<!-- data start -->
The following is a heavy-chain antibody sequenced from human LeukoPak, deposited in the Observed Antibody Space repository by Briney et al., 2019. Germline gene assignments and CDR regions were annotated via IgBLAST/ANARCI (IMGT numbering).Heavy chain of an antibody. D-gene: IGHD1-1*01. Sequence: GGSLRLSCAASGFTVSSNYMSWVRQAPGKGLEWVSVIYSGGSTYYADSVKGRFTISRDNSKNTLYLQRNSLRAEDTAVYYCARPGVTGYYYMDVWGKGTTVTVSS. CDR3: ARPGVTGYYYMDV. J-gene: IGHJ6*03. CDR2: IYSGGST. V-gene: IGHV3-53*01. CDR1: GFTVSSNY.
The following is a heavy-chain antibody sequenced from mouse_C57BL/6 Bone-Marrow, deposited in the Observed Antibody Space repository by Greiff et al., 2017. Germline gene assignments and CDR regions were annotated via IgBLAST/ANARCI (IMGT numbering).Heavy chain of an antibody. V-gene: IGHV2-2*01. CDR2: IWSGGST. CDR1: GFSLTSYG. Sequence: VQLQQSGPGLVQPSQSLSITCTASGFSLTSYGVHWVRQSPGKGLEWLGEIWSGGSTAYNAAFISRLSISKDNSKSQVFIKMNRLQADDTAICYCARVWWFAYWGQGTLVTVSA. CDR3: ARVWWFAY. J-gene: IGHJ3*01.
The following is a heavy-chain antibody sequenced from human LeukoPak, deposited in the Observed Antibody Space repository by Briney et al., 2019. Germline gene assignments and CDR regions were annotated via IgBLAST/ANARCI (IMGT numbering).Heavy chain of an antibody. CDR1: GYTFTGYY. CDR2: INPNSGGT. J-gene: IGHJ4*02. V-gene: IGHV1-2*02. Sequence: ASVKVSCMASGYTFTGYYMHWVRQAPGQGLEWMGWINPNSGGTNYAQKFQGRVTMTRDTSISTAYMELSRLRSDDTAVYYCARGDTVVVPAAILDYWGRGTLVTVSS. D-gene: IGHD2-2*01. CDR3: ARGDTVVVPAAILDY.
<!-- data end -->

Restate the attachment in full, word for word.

The following is a heavy-chain antibody sequenced from human LeukoPak, deposited in the Observed Antibody Space repository by Briney et al., 2019. Germline gene assignments and CDR regions were annotated via IgBLAST/ANARCI (IMGT numbering).Heavy chain of an antibody. D-gene: IGHD1-1*01. Sequence: GGSLRLSCAASGFTVSSNYMSWVRQAPGKGLEWVSVIYSGGSTYYADSVKGRFTISRDNSKNTLYLQRNSLRAEDTAVYYCARPGVTGYYYMDVWGKGTTVTVSS. CDR3: ARPGVTGYYYMDV. J-gene: IGHJ6*03. CDR2: IYSGGST. V-gene: IGHV3-53*01. CDR1: GFTVSSNY.
The following is a heavy-chain antibody sequenced from mouse_C57BL/6 Bone-Marrow, deposited in the Observed Antibody Space repository by Greiff et al., 2017. Germline gene assignments and CDR regions were annotated via IgBLAST/ANARCI (IMGT numbering).Heavy chain of an antibody. V-gene: IGHV2-2*01. CDR2: IWSGGST. CDR1: GFSLTSYG. Sequence: VQLQQSGPGLVQPSQSLSITCTASGFSLTSYGVHWVRQSPGKGLEWLGEIWSGGSTAYNAAFISRLSISKDNSKSQVFIKMNRLQADDTAICYCARVWWFAYWGQGTLVTVSA. CDR3: ARVWWFAY. J-gene: IGHJ3*01.
The following is a heavy-chain antibody sequenced from human LeukoPak, deposited in the Observed Antibody Space repository by Briney et al., 2019. Germline gene assignments and CDR regions were annotated via IgBLAST/ANARCI (IMGT numbering).Heavy chain of an antibody. CDR1: GYTFTGYY. CDR2: INPNSGGT. J-gene: IGHJ4*02. V-gene: IGHV1-2*02. Sequence: ASVKVSCMASGYTFTGYYMHWVRQAPGQGLEWMGWINPNSGGTNYAQKFQGRVTMTRDTSISTAYMELSRLRSDDTAVYYCARGDTVVVPAAILDYWGRGTLVTVSS. D-gene: IGHD2-2*01. CDR3: ARGDTVVVPAAILDY.